‘Save stricken Wilko’s 12,000 staff’: Union tells administrator PwC to ‘look carefully’ at bids
Wilko administrators will be urged to ‘look carefully’ at bids that would save the most jobs at a meeting with union officials today.
A GMB spokesman said it had been a ‘rollercoaster’ weekend after it seemed ‘all hope was gone’ for staff when administrator PwC warned of imminent redundancies at the stricken homeware chain.
The union, which represents some of its 12,000 staff, hopes administrators will clarify the reasons for any rejected bids today.
The GMB said it wanted reassurances that administrators were not ‘knocking back’ any ‘credible offers’.
PwC has been trying to secure the best value for creditors, including restructuring specialist Hilco, which is owed £40million.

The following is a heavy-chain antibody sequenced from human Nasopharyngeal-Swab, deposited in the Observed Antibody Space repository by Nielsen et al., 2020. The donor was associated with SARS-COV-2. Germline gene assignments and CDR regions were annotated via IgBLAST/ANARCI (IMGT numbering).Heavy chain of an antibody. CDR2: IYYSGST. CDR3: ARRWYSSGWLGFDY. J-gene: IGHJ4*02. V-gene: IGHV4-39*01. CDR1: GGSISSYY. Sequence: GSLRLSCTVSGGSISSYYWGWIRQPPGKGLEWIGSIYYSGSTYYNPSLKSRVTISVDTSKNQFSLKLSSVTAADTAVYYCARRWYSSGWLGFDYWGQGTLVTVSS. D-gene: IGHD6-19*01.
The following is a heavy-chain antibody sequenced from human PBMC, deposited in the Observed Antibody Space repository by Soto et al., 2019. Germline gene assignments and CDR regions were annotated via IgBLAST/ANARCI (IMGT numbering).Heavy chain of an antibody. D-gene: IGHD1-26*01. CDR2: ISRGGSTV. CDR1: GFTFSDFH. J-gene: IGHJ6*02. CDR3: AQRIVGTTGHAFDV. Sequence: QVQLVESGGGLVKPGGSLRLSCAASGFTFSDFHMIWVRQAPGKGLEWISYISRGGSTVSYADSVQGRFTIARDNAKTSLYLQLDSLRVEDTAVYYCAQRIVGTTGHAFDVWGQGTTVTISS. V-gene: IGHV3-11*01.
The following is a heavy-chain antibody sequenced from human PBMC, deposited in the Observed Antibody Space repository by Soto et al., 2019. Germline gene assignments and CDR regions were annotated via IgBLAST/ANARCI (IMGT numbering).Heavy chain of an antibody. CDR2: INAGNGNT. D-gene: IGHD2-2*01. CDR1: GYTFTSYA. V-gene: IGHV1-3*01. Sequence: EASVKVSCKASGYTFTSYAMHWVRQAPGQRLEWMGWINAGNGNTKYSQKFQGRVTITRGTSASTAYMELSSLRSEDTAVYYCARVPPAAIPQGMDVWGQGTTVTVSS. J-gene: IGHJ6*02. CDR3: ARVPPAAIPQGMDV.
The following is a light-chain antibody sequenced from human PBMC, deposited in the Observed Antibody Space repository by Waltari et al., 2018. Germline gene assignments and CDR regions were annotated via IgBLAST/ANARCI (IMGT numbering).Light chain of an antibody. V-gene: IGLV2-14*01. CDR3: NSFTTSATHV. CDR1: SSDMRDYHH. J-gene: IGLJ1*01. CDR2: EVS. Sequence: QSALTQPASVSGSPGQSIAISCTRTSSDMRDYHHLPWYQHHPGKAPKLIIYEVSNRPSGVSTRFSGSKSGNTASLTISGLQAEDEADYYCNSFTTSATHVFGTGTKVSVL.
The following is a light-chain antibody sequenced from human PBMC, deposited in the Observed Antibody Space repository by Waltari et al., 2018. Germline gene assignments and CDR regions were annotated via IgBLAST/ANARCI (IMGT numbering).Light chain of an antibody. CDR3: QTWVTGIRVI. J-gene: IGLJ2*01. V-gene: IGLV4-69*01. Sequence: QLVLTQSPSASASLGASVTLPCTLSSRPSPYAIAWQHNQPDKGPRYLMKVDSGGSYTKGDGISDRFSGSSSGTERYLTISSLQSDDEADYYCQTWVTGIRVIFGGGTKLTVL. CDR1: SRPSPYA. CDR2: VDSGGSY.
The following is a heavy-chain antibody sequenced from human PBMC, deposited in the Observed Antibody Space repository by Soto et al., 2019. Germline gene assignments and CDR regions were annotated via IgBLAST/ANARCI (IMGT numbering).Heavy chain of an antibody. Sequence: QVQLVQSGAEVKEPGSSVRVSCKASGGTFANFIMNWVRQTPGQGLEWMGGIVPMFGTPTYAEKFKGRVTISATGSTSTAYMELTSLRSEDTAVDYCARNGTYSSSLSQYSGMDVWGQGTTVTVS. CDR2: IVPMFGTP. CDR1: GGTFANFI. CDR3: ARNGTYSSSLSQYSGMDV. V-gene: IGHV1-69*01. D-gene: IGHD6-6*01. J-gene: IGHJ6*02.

Meeting: The GMB union, which represents some of Wilko’s 12,000 staff, hopes administrators will clarify the reasons for any rejected bids today
But last night the GMB wrote to Business Secretary Kemi Badenoch about ‘extremely concerning’ claims that some bidders had ‘difficulties engaging’ with PwC and there was a ‘clear conflict of interest’ for Hilco, which it claimed was acting as ‘both an adviser to the business and a creditor’.
Last week it was announced that thousands of redundancies and hundreds of store closures would begin shortly after talks to find a buyer failed.
But there were hopes that job losses could be avoided for two years after an 11th-hour bid from M2 Capital at the weekend. The private equity firm also aims to give staff a 3.5 per cent pay rise.
‘We have the best offer on the table,’ M2 chairman Robert Mantse told the Mail, after submitting a formal offer three minutes before a deadline on Friday.
Canadian tycoon Doug Putman, who owns HMV, is also bidding to save 350 stores and pay off debts to Hilco. Wilko rivals B&M and Poundland are also in talks to take some of its stores.